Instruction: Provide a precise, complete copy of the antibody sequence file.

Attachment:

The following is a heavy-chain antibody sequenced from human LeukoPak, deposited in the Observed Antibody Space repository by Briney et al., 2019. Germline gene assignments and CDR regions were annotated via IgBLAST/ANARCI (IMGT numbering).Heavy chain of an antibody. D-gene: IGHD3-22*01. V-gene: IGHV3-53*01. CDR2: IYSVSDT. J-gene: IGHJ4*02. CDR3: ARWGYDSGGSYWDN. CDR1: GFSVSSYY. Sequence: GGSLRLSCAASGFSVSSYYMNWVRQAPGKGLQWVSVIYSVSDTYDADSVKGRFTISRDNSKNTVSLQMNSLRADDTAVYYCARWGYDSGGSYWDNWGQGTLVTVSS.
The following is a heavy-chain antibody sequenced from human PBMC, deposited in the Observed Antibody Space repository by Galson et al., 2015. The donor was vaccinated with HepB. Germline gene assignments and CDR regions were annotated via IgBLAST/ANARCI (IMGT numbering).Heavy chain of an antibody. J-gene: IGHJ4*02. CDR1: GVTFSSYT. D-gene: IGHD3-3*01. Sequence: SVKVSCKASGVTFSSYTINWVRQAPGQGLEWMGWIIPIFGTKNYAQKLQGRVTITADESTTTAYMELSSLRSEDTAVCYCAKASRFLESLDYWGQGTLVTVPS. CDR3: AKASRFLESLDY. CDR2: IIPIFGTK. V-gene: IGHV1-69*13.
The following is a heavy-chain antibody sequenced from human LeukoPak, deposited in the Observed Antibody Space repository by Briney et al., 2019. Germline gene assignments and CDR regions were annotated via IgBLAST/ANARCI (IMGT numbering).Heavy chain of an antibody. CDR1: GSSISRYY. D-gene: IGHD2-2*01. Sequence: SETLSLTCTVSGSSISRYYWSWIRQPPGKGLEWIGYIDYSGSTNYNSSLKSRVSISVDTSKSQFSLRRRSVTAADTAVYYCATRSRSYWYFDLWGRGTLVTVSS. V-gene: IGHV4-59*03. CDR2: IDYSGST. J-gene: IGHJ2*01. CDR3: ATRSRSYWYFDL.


The following is a heavy-chain antibody sequenced from human LeukoPak, deposited in the Observed Antibody Space repository by Briney et al., 2019. Germline gene assignments and CDR regions were annotated via IgBLAST/ANARCI (IMGT numbering).Heavy chain of an antibody. D-gene: IGHD3-22*01. V-gene: IGHV3-53*01. CDR2: IYSVSDT. J-gene: IGHJ4*02. CDR3: ARWGYDSGGSYWDN. CDR1: GFSVSSYY. Sequence: GGSLRLSCAASGFSVSSYYMNWVRQAPGKGLQWVSVIYSVSDTYDADSVKGRFTISRDNSKNTVSLQMNSLRADDTAVYYCARWGYDSGGSYWDNWGQGTLVTVSS.
The following is a heavy-chain antibody sequenced from human PBMC, deposited in the Observed Antibody Space repository by Galson et al., 2015. The donor was vaccinated with HepB. Germline gene assignments and CDR regions were annotated via IgBLAST/ANARCI (IMGT numbering).Heavy chain of an antibody. J-gene: IGHJ4*02. CDR1: GVTFSSYT. D-gene: IGHD3-3*01. Sequence: SVKVSCKASGVTFSSYTINWVRQAPGQGLEWMGWIIPIFGTKNYAQKLQGRVTITADESTTTAYMELSSLRSEDTAVCYCAKASRFLESLDYWGQGTLVTVPS. CDR3: AKASRFLESLDY. CDR2: IIPIFGTK. V-gene: IGHV1-69*13.
The following is a heavy-chain antibody sequenced from human LeukoPak, deposited in the Observed Antibody Space repository by Briney et al., 2019. Germline gene assignments and CDR regions were annotated via IgBLAST/ANARCI (IMGT numbering).Heavy chain of an antibody. CDR1: GSSISRYY. D-gene: IGHD2-2*01. Sequence: SETLSLTCTVSGSSISRYYWSWIRQPPGKGLEWIGYIDYSGSTNYNSSLKSRVSISVDTSKSQFSLRRRSVTAADTAVYYCATRSRSYWYFDLWGRGTLVTVSS. V-gene: IGHV4-59*03. CDR2: IDYSGST. J-gene: IGHJ2*01. CDR3: ATRSRSYWYFDL.